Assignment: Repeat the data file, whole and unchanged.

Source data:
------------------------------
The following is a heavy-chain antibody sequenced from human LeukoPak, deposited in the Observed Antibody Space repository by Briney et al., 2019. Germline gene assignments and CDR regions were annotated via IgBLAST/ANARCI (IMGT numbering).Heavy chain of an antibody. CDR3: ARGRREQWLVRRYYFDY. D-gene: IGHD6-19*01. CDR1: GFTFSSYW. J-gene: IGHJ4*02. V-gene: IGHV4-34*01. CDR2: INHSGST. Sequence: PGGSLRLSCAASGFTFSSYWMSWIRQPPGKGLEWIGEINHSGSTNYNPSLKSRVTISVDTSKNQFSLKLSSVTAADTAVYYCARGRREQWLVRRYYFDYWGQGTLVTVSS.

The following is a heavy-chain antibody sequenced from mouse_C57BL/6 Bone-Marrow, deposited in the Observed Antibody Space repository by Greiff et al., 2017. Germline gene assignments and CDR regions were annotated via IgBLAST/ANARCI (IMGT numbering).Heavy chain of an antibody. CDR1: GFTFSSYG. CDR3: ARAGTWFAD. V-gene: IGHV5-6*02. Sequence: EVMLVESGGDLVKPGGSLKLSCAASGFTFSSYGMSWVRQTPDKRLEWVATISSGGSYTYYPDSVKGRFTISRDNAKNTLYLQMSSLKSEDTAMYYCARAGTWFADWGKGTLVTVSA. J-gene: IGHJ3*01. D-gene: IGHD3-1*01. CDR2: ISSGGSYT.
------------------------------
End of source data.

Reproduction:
The following is a heavy-chain antibody sequenced from human LeukoPak, deposited in the Observed Antibody Space repository by Briney et al., 2019. Germline gene assignments and CDR regions were annotated via IgBLAST/ANARCI (IMGT numbering).Heavy chain of an antibody. CDR3: ARGRREQWLVRRYYFDY. D-gene: IGHD6-19*01. CDR1: GFTFSSYW. J-gene: IGHJ4*02. V-gene: IGHV4-34*01. CDR2: INHSGST. Sequence: PGGSLRLSCAASGFTFSSYWMSWIRQPPGKGLEWIGEINHSGSTNYNPSLKSRVTISVDTSKNQFSLKLSSVTAADTAVYYCARGRREQWLVRRYYFDYWGQGTLVTVSS.

The following is a heavy-chain antibody sequenced from mouse_C57BL/6 Bone-Marrow, deposited in the Observed Antibody Space repository by Greiff et al., 2017. Germline gene assignments and CDR regions were annotated via IgBLAST/ANARCI (IMGT numbering).Heavy chain of an antibody. CDR1: GFTFSSYG. CDR3: ARAGTWFAD. V-gene: IGHV5-6*02. Sequence: EVMLVESGGDLVKPGGSLKLSCAASGFTFSSYGMSWVRQTPDKRLEWVATISSGGSYTYYPDSVKGRFTISRDNAKNTLYLQMSSLKSEDTAMYYCARAGTWFADWGKGTLVTVSA. J-gene: IGHJ3*01. D-gene: IGHD3-1*01. CDR2: ISSGGSYT.